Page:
It is unclear what the military’s reaction might have been had Mursi and the Ikhwan embarked on a wholesale purging of its top ranks. It could not have been much worse than what they did to civilians camped peacefully in parts of Cairo to protest the illegal ouster of Mursi in July 2013. Thousands of civilians including women and children were mercilessly butchered on August 14 and 16 in 2013 so that the military could show who was boss and strengthen its grip on power.
If Mursi had sacked all the generals and brigadiers plus a significant number of colonels, the chances are he might have bought himself some time. But this would only have been possible had the Ikhwan garnered enough popular support. That would have required a people-centered policy, not one aimed at appeasing the military, the business class, the Saudis, Israelis and the Americans. The Ikhwan thought they could play for time and consolidate their grip on power in the old system. This is a mistake far too many “Islamic” politicians have made and paid a heavy price.
If the Ikhwan were serious in bringing about change in Egypt, they should have purged the bureaucracy as well as the judiciary of remnants of the Mubarak regime. The police force was totally uncooperative resulting in crimes escalating and causing great panic among people. This would have been a good opportunity to develop a people’s militia to tackle the problem. Some local committees had emerged but these were ad hoc when neighborhood watch groups sprang up.
The Ikhwan’s greatest failure as an Islamic movement was that they fell for the destructive tendency of sectarianism. They aligned themselves with Saudi Arabia and bought into its sectarian agenda while indulging in anti-Shi‘ah rhetoric. This was disastrous at a number of levels. It created deep divisions inside Egypt leading to brutal attacks on members of the Shi‘i community (a tiny minority in Egypt, many of them living there since the time of the Fatimid dynasty that had established al-Azhar), as well as creating divisions in the Ummah.
Ultimately, their Saudi patrons stabbed them in the back. This should have been foreseen. The Saudis had bitterly complained to the Americans for abandoning Mubarak. There was an even deeper problem as far as the Saudis were concerned. The rise of the Ikhwan to power was seen as a direct challenge to their monopoly on representing “Sunni” Islam. For the Saudis, this was a nightmare scenario greater than the challenge posed by Islamic Iran. The Saudis could contain Iran by playing the sectarian card, as they have done for decades, but this option was not available as far as the Ikhwan in Egypt were concerned even if the latter tried to present a softer image and a Saudi-friendly face. They had to be destroyed. The Najdi Bedouins in power in Riyadh lost little time doing so.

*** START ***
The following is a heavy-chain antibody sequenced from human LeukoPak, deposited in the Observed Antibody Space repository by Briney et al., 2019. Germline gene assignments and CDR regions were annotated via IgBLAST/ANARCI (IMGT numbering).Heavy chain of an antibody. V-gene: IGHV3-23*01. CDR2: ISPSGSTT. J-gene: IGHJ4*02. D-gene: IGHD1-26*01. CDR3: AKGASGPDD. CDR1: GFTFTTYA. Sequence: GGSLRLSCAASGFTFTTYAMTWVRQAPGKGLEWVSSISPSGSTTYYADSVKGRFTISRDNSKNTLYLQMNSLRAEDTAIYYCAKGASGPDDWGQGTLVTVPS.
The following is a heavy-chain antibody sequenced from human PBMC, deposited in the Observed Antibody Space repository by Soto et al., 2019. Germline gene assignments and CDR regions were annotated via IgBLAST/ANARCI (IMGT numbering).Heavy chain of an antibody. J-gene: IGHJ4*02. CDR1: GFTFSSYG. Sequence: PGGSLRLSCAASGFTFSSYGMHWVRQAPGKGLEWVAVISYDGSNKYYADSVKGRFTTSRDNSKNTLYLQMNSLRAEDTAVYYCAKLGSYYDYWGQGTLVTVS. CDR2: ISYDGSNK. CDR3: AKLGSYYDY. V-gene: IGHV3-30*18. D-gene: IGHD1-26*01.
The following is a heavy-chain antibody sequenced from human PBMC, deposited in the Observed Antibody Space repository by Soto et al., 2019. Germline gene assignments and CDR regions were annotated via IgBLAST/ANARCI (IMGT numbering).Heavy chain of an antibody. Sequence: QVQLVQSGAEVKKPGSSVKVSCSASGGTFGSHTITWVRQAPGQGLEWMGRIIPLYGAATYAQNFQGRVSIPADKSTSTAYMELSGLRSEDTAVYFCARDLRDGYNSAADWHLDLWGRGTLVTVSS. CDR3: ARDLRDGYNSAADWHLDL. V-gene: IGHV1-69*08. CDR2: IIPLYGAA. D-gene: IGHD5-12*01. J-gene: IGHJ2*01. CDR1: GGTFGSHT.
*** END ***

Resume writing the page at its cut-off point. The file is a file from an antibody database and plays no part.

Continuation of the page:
The Saudis financed el-Sisi and his brutes in uniform to carry out the coup against Mursi and the Ikhwan. They also pledged billions of dollars in aid to shore up the crumbling Egyptian economy when the military took over. Today Mursi and most of the Ikhwan leadership languish in Egyptian jails — in reality torture chambers. Many have been sentenced to death by kangaroo courts where the judges act as butchers.
Much as one might sympathize with the plight of the Ikhwan, their failures, especially at the level of understanding the entrenched system cannot be swept under the rug. The first Islamic movement to emerge in the post-khilafah era should have developed a better understanding of the reality.
The Prophet’s (pbuh) Sunnah and Sirah offer clear guidance for how Muslims should conduct themselves and go about acquiring and using power. It is this model that Muslims must emulate and not indulge in the crooked ways of the politicians. Allah (swt) instructs us in the noble Qur’an,
“Verily in the Apostle of Allah you have a good example [to follow]…” (33:21).